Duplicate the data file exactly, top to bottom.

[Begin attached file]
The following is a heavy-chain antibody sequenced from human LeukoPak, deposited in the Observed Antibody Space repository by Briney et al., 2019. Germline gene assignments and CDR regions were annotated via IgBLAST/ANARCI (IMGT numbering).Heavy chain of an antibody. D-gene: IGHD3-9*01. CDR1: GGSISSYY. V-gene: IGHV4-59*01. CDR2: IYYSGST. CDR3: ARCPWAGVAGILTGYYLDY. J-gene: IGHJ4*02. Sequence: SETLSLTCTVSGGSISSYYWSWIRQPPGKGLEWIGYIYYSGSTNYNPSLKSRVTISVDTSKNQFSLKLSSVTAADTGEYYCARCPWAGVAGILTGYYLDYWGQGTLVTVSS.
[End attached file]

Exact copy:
The following is a heavy-chain antibody sequenced from human LeukoPak, deposited in the Observed Antibody Space repository by Briney et al., 2019. Germline gene assignments and CDR regions were annotated via IgBLAST/ANARCI (IMGT numbering).Heavy chain of an antibody. D-gene: IGHD3-9*01. CDR1: GGSISSYY. V-gene: IGHV4-59*01. CDR2: IYYSGST. CDR3: ARCPWAGVAGILTGYYLDY. J-gene: IGHJ4*02. Sequence: SETLSLTCTVSGGSISSYYWSWIRQPPGKGLEWIGYIYYSGSTNYNPSLKSRVTISVDTSKNQFSLKLSSVTAADTGEYYCARCPWAGVAGILTGYYLDYWGQGTLVTVSS.